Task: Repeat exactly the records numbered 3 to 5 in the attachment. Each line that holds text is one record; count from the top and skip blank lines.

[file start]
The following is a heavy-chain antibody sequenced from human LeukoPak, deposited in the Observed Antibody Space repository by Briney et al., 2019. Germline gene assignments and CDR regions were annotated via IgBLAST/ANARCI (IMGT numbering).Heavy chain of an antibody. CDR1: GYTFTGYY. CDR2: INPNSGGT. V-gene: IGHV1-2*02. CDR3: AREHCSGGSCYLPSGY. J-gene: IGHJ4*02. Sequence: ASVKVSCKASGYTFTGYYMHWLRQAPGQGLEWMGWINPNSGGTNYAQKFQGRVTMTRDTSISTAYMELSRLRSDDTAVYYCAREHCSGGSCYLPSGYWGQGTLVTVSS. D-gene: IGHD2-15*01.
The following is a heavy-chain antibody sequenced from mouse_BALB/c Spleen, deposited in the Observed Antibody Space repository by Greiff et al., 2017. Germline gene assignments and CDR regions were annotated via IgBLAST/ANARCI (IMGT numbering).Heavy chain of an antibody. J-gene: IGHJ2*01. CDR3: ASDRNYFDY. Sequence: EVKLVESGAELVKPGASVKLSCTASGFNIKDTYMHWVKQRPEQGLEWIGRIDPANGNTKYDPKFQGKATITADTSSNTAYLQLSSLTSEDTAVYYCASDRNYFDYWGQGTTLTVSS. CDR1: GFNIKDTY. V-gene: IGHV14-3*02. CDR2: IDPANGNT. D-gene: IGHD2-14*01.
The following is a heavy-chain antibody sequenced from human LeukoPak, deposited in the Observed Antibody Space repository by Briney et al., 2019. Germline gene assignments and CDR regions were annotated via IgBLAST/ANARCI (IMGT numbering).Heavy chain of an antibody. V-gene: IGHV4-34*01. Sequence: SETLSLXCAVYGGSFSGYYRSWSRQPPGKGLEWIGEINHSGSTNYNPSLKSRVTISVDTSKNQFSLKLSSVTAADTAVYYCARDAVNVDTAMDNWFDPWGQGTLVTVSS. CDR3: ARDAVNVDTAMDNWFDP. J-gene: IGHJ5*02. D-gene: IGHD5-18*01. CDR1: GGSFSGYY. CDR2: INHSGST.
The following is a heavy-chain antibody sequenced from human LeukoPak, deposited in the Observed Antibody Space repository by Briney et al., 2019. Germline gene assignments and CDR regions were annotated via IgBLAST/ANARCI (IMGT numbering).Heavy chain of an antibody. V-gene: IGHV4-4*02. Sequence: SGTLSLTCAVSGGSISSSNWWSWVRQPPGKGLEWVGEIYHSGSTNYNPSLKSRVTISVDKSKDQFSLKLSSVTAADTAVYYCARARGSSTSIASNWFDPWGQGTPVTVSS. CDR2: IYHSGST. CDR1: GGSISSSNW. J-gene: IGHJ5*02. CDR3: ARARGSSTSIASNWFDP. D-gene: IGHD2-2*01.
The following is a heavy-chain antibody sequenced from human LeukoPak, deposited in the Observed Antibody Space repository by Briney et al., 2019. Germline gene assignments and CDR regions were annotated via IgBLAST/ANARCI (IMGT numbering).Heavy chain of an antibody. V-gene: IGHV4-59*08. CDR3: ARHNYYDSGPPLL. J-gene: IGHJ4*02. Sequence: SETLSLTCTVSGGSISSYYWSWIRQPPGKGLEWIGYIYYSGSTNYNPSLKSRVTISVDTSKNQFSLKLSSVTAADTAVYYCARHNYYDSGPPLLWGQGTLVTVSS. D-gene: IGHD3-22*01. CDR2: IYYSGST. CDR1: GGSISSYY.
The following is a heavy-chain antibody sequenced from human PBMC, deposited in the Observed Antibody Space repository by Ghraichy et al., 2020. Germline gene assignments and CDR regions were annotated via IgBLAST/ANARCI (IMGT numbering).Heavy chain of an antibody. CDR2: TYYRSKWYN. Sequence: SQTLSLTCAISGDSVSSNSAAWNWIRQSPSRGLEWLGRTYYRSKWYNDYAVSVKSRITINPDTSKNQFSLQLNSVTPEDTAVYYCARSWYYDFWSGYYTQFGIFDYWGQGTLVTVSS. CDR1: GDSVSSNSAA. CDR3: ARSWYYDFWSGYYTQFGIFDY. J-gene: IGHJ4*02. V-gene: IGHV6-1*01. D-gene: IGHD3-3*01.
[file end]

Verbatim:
The following is a heavy-chain antibody sequenced from human LeukoPak, deposited in the Observed Antibody Space repository by Briney et al., 2019. Germline gene assignments and CDR regions were annotated via IgBLAST/ANARCI (IMGT numbering).Heavy chain of an antibody. V-gene: IGHV4-34*01. Sequence: SETLSLXCAVYGGSFSGYYRSWSRQPPGKGLEWIGEINHSGSTNYNPSLKSRVTISVDTSKNQFSLKLSSVTAADTAVYYCARDAVNVDTAMDNWFDPWGQGTLVTVSS. CDR3: ARDAVNVDTAMDNWFDP. J-gene: IGHJ5*02. D-gene: IGHD5-18*01. CDR1: GGSFSGYY. CDR2: INHSGST.
The following is a heavy-chain antibody sequenced from human LeukoPak, deposited in the Observed Antibody Space repository by Briney et al., 2019. Germline gene assignments and CDR regions were annotated via IgBLAST/ANARCI (IMGT numbering).Heavy chain of an antibody. V-gene: IGHV4-4*02. Sequence: SGTLSLTCAVSGGSISSSNWWSWVRQPPGKGLEWVGEIYHSGSTNYNPSLKSRVTISVDKSKDQFSLKLSSVTAADTAVYYCARARGSSTSIASNWFDPWGQGTPVTVSS. CDR2: IYHSGST. CDR1: GGSISSSNW. J-gene: IGHJ5*02. CDR3: ARARGSSTSIASNWFDP. D-gene: IGHD2-2*01.
The following is a heavy-chain antibody sequenced from human LeukoPak, deposited in the Observed Antibody Space repository by Briney et al., 2019. Germline gene assignments and CDR regions were annotated via IgBLAST/ANARCI (IMGT numbering).Heavy chain of an antibody. V-gene: IGHV4-59*08. CDR3: ARHNYYDSGPPLL. J-gene: IGHJ4*02. Sequence: SETLSLTCTVSGGSISSYYWSWIRQPPGKGLEWIGYIYYSGSTNYNPSLKSRVTISVDTSKNQFSLKLSSVTAADTAVYYCARHNYYDSGPPLLWGQGTLVTVSS. D-gene: IGHD3-22*01. CDR2: IYYSGST. CDR1: GGSISSYY.